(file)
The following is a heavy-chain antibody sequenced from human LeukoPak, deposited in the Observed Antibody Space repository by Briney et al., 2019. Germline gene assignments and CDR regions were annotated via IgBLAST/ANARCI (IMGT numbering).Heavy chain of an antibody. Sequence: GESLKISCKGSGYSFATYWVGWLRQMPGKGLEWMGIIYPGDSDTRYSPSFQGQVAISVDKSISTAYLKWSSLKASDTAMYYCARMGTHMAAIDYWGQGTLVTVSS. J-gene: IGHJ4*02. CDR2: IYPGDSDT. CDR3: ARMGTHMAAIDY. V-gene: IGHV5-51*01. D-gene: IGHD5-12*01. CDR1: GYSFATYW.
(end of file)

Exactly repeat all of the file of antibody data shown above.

The following is a heavy-chain antibody sequenced from human LeukoPak, deposited in the Observed Antibody Space repository by Briney et al., 2019. Germline gene assignments and CDR regions were annotated via IgBLAST/ANARCI (IMGT numbering).Heavy chain of an antibody. Sequence: GESLKISCKGSGYSFATYWVGWLRQMPGKGLEWMGIIYPGDSDTRYSPSFQGQVAISVDKSISTAYLKWSSLKASDTAMYYCARMGTHMAAIDYWGQGTLVTVSS. J-gene: IGHJ4*02. CDR2: IYPGDSDT. CDR3: ARMGTHMAAIDY. V-gene: IGHV5-51*01. D-gene: IGHD5-12*01. CDR1: GYSFATYW.